This is the reason why the tests in Hong Kong (and Macau) are very important for China, since, until then, China had been mostly focused on domestic use cases for its DCEP which facilitate consumers´ retail payments. However, the testing of the Digital Yuan in Hong Kong, which is one of the major financial hubs in the world, is a great first step to enhance the yuan as a payments currency in the global financial system.

However, the digital yuan does not aim to replace the Hong Kong dollar, since the digital yuan tests in Hong Kong and Macau (and its future deployment once the tests are complete) aim at cross-border transactions. Since Hong Kong is one of the most open and global cities in the Bay Area, China will be able to leverage this circumstance to promote its digital currency on a global stage, so it is undoubtedly a win-win for all the parties involved.

The electronic Hong Kong Dollar (e-HKD).

On October 4, the Hong Kong Monetary Authority (HKMA) released a technical whitepaper on retail central bank digital currency (CBDC), titled “e-HKD: A technical perspective”.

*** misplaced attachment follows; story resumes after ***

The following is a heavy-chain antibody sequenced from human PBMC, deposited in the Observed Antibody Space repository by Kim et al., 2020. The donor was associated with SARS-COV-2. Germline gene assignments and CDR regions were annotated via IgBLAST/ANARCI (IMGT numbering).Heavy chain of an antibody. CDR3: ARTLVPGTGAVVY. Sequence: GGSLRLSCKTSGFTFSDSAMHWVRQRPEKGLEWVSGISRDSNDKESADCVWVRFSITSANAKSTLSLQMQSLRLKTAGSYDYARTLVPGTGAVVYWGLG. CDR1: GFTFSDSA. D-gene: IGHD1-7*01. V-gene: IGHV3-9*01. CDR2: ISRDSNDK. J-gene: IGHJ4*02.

As per the press release issued by the HKMA that day, part from the continued and expanded collaborative effort with peer central banks on cross-border application of wholesale CBDC, the HKMA has started a study on the prospect of issuing retail CBDC in Hong Kong, the e-HKD, covering both technical and policy considerations, and aims to come up with an initial view by the middle of 2022.

Building on the model for retail CBDC that the HKMA is jointly investigating with the Hong Kong Centre of the BIS Innovation Hub, the Whitepaper explores potential technical design options for issuing and distributing retail CBDC.

The HKMA began researching CBDCs under Project LionRock in 2017, and has since then actively collaborated with other central banks in broadening their knowledge of wholesale CBDCs.